Since 2021, five local events have been organized in the county to attract tourists but all failed to prevail. Bullfighting, a folk event in the Qiandongnan Miao and Dong Autonomous Prefecture where Rongjiang is located, was canceled over safety concerns. A half marathon held in March was a flash in the pan and didn’t fuel economic growth. An effort to emulate the thriving basketball tournament in the neighboring Taijiang county was shelved since it was deemed too similar in nature.

Wang Dazhao, a Beijing-based senior sports commentator, told the Global Times that it’s actually very difficult for a county to organize a soccer or basketball tournament due to the lack of fields and the small number of participants.

“Selecting a suitable event is crucial. Only those that are based on local conditions and involve the masses can truly promote rural revitalization,” said Wang.

Sports plus culture

Before trying for mass promotion of rural fitness, it’s better for these grass-roots events to be handled by local villagers as it is easier for them to access sports facilities, Wang said, noting it will take a long time given the economic gap between rural and urban areas.

 Xu noted that combining sports and culture was the key to success in Rongjiang.

“It’s been proven that, no matter if it is a sports or culture event, it is difficult to make a single thing a phenomenon. The soccer league made a splash because we combined sports and the culture of Rongjiang together,” Xu said.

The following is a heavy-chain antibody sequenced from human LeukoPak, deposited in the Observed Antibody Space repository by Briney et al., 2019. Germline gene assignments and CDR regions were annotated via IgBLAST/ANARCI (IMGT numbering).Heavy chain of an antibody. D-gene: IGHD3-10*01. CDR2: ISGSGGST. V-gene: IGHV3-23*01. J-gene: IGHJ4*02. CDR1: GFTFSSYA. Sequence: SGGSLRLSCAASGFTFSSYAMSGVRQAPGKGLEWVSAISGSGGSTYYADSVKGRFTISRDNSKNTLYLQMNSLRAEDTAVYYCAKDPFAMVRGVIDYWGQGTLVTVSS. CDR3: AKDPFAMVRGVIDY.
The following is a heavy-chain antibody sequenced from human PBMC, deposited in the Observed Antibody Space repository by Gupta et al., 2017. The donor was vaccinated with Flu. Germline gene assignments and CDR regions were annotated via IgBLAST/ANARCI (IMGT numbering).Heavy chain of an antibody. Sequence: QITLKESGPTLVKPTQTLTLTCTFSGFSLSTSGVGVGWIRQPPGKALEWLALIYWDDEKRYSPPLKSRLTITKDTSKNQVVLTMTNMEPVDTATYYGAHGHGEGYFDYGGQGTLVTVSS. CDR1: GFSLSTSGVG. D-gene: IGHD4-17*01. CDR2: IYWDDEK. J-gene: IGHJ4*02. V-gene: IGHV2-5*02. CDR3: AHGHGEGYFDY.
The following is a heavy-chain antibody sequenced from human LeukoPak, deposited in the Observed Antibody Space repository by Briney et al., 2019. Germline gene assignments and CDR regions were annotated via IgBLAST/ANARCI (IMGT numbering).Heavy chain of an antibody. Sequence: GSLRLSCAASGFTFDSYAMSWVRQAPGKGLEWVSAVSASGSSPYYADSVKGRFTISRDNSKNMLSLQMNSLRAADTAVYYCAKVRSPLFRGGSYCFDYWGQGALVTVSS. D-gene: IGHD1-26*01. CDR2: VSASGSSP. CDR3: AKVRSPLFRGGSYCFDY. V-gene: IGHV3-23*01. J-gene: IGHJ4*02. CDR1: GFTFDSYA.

“Soccer has a long history in Rongjiang and a huge fan base. The county has a diverse array of ethnic culture as well. So holding a soccer tournament involving all ethnic groups is exactly what Rongjiang was looking for,” Xu noted.

Whether it’s a soccer or a basketball tournament, sports have the power to knit people into a community, as these examples across China have shown. And this close-knit community is the perfect foundation for rural revitalization.

“Village soccer and basketball games represent the original form of sports returning to community-oriented activities,” Sun Lei, a Beijing-based soccer commentator, told the Global Times.

“These team sports, relying on kinship and geographical ties, have fostered community sports culture and the essence of sports as a form of entertainment for the masses. Naturally formed communities also enable sports to become a way of socializing.”